Among the business users reporting that the platform they use makes it difficult to use other platforms, a quarter specified that this was due to the unique mix of services offered, another quarter replied that they benefit from rewards or initiatives that encourage them to use mainly this one platform, and another quarter revealed that the platform they use forbids using other platforms in their terms and conditions.

Figure 23. Reasons for difficulties to use other platforms, % of companies (PPMI survey, second wave)

You indicated that the platform that you use makes it difficult to you to use other platforms. Could you provide more details?

Source: PPMI Survey. Second wave (October 2020). N=310.

Platforms’ share of consumer attention

According to our estimates using SimilarWeb data, on average across the EU member states, selected major online platforms account for over 30% of website traffic. Web traffic to the major online platforms is most significant within the online hospitality sector, e-commerce and social media.

Figure 24. Most frequently used platforms across the EU Member States (December 2020, weighted average)

Source: data collected from SimilarWeb (December 2020)

Comparing the evolution during the last year and a half, we can see that the traffic shares of the top platforms have remained stable or slightly increased. In April 2020 when most countries where in lockdown due to the pandemic, the traffic share of social media and search engines increased while it decreased for marketplaces.

Figure 25. Most frequently used platforms across the EU Member States: change in the period from August 2019 to December 2020 (weighted average)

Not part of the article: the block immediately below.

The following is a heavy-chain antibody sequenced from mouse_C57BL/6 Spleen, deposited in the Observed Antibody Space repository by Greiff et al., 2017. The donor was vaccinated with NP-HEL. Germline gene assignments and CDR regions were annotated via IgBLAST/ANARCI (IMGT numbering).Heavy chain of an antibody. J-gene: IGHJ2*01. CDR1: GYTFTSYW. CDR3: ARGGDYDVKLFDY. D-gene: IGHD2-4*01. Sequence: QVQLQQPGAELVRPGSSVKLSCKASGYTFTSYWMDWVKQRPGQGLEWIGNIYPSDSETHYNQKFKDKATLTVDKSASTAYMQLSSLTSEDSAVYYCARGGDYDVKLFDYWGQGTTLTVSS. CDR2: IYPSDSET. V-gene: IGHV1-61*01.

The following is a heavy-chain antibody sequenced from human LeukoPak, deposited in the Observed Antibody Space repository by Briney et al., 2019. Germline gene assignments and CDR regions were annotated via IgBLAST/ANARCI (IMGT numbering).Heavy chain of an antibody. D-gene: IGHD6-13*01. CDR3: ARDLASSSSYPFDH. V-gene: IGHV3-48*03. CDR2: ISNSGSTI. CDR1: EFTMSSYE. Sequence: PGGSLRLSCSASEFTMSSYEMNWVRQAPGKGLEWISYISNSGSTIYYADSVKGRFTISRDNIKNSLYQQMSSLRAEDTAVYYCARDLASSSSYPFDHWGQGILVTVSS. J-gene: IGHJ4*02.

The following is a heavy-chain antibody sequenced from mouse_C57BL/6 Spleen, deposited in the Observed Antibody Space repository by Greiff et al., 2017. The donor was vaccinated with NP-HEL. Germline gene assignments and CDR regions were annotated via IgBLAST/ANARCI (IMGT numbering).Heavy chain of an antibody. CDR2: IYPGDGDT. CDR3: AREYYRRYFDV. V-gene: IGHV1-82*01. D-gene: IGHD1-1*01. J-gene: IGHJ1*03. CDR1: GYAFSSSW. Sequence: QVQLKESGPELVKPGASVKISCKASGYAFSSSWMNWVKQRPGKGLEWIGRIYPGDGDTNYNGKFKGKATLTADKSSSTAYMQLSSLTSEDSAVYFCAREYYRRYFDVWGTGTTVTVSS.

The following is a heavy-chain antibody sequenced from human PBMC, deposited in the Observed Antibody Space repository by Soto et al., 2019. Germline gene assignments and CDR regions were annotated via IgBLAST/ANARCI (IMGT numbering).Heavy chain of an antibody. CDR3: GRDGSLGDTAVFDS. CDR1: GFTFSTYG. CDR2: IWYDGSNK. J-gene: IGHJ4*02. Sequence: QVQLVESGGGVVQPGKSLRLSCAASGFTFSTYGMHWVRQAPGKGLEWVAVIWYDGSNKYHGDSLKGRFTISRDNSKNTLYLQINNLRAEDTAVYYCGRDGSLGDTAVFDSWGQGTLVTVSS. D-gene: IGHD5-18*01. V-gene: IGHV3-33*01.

Source: data collected from SimilarWeb (August 2019, April 2020, December 2020)

Acquisitions as a competitive strategy

An online platform’s competitive strategy can determine its position and dominance in the market (e.g. as a result of acquisitions). The 50 largest online platforms carried out a total of 446 acquisitions during the period 2013-2020 (including 17 in 2020), with Google being the absolute leader, followed by Facebook, Verizon Communications (Yahoo!) and Amazon.

The first graph below shows the number of acquisitions carried out by the parent companies that own online platforms; the second graph illustrates the number of individual acquisitions carried out by each online platform.

Figure 26. Number of acquisitions by parent companies (2013-2020)

Source: elaborated by Open Evidence, based on data from Crunchbase.

Figure 27. Number of acquisitions by platforms (2013-2020)

Source: elaborated by Open Evidence, based on data from Crunchbase.